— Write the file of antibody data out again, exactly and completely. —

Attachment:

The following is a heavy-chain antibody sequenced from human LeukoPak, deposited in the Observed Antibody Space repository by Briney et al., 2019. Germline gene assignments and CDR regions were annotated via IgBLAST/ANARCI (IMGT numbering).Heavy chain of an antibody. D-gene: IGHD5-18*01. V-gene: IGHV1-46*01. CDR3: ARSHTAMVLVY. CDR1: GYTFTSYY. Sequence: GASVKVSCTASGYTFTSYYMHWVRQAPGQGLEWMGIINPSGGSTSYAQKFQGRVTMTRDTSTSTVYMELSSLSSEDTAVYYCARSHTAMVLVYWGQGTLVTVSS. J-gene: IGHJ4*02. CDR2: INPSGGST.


The following is a heavy-chain antibody sequenced from human LeukoPak, deposited in the Observed Antibody Space repository by Briney et al., 2019. Germline gene assignments and CDR regions were annotated via IgBLAST/ANARCI (IMGT numbering).Heavy chain of an antibody. D-gene: IGHD5-18*01. V-gene: IGHV1-46*01. CDR3: ARSHTAMVLVY. CDR1: GYTFTSYY. Sequence: GASVKVSCTASGYTFTSYYMHWVRQAPGQGLEWMGIINPSGGSTSYAQKFQGRVTMTRDTSTSTVYMELSSLSSEDTAVYYCARSHTAMVLVYWGQGTLVTVSS. J-gene: IGHJ4*02. CDR2: INPSGGST.